Previous Generations of RTGs
Power source for Nimbus III meteorological satellite. SNAP stands for "Systems for Nuclear Auxilliary Power."
- Output 28.2 Watts electric (or We) at beginning of mission
- NASA's first application of radioisotope power systems
- Nimbus B-1 launch on 18 May 1968
- Launch vehicle failure forced destruction by range safety officer
- Spacecraft and upper stage sank in Santa Barbara Channel
- RTGs recovered and fuel reused for Nimbus III
- Output 40.3 Watts electric (Pioneer) and 42.6 Watts electric (Viking) at beginning of mission
- Modified version of SNAP-19B
- Pioneer 10 & 11 design lifetime was 5 years; spacecraft continued to communicate with Earth for 30 and 22 years respectively.
- Viking 1 & 2 operational requirement was 90 days; landers operated for six and four years respectively.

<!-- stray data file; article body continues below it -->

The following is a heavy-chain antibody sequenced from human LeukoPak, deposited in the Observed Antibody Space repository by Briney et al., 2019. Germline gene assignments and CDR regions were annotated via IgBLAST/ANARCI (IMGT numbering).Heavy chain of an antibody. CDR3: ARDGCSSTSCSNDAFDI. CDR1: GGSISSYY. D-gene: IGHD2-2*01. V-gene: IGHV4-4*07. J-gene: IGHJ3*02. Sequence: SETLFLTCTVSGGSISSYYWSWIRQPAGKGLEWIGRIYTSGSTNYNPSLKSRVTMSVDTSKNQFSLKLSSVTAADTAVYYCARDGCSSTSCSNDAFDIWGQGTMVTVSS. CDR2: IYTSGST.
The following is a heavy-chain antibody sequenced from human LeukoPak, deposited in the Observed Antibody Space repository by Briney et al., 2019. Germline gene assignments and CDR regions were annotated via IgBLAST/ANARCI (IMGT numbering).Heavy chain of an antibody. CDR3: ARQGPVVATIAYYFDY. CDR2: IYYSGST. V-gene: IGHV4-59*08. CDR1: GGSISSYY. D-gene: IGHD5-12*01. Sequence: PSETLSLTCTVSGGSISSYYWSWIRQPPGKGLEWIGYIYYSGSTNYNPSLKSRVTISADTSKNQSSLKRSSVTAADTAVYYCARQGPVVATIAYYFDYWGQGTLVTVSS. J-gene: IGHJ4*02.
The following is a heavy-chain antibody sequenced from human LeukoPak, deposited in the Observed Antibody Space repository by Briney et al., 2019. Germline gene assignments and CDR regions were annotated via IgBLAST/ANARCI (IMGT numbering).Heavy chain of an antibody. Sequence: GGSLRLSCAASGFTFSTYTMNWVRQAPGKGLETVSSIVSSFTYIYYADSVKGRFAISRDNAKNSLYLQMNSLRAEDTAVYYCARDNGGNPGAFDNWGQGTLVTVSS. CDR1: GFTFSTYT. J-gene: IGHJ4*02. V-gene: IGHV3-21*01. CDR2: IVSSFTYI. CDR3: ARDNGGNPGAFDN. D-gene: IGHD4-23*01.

Power source for Apollo Lunar Surface Experiment Package (ALSEP). Deployed on Apollo missions 12, 14, 15, 16 and 17.
- Output 70 Watts electric at beginning of mission
- Two-year design lifetime. All deployed units operated five to eight years until ALSEP stations were shut down.
Multi-Hundred Watt (MHW) RTG
Power source for Voyager 1 & 2 spacecraft.
- Output 158 Watts electric at beginning of mission
- RTGs still operating over 40 years later at edge of solar system
General Purpose Heat Source (GPHS) RTG
- Output 292 Watts electric at beginning of mission
- A total of 18 general purpose heat source (GPHS) modules are stacked together to provide the heat source for each GPHS RTG.
- New Horizons RTG is still operating and enabled an extended mission deeper into the Kuiper Belt beyond Pluto.
- Galileo operated for nearly 14 years, while Ulysses and Cassini functioned for nearly 19 years in space.